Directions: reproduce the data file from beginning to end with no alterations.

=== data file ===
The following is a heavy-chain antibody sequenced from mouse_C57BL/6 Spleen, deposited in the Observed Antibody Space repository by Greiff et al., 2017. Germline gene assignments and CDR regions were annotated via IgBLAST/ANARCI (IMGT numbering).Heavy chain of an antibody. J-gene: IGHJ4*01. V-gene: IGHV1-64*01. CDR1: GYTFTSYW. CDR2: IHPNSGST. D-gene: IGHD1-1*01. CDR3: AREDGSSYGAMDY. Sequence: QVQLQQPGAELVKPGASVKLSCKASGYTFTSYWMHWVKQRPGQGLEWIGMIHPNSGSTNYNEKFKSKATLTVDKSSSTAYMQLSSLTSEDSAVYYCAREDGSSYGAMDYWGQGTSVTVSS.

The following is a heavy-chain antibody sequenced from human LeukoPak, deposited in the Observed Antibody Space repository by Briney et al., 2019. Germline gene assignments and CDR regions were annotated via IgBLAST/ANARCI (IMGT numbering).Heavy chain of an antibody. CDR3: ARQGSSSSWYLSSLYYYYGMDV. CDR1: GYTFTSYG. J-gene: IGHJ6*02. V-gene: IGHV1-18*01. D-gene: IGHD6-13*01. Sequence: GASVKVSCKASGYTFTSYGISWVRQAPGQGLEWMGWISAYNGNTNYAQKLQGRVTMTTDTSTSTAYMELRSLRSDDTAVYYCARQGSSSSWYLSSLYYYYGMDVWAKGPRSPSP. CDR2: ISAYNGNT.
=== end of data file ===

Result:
The following is a heavy-chain antibody sequenced from mouse_C57BL/6 Spleen, deposited in the Observed Antibody Space repository by Greiff et al., 2017. Germline gene assignments and CDR regions were annotated via IgBLAST/ANARCI (IMGT numbering).Heavy chain of an antibody. J-gene: IGHJ4*01. V-gene: IGHV1-64*01. CDR1: GYTFTSYW. CDR2: IHPNSGST. D-gene: IGHD1-1*01. CDR3: AREDGSSYGAMDY. Sequence: QVQLQQPGAELVKPGASVKLSCKASGYTFTSYWMHWVKQRPGQGLEWIGMIHPNSGSTNYNEKFKSKATLTVDKSSSTAYMQLSSLTSEDSAVYYCAREDGSSYGAMDYWGQGTSVTVSS.

The following is a heavy-chain antibody sequenced from human LeukoPak, deposited in the Observed Antibody Space repository by Briney et al., 2019. Germline gene assignments and CDR regions were annotated via IgBLAST/ANARCI (IMGT numbering).Heavy chain of an antibody. CDR3: ARQGSSSSWYLSSLYYYYGMDV. CDR1: GYTFTSYG. J-gene: IGHJ6*02. V-gene: IGHV1-18*01. D-gene: IGHD6-13*01. Sequence: GASVKVSCKASGYTFTSYGISWVRQAPGQGLEWMGWISAYNGNTNYAQKLQGRVTMTTDTSTSTAYMELRSLRSDDTAVYYCARQGSSSSWYLSSLYYYYGMDVWAKGPRSPSP. CDR2: ISAYNGNT.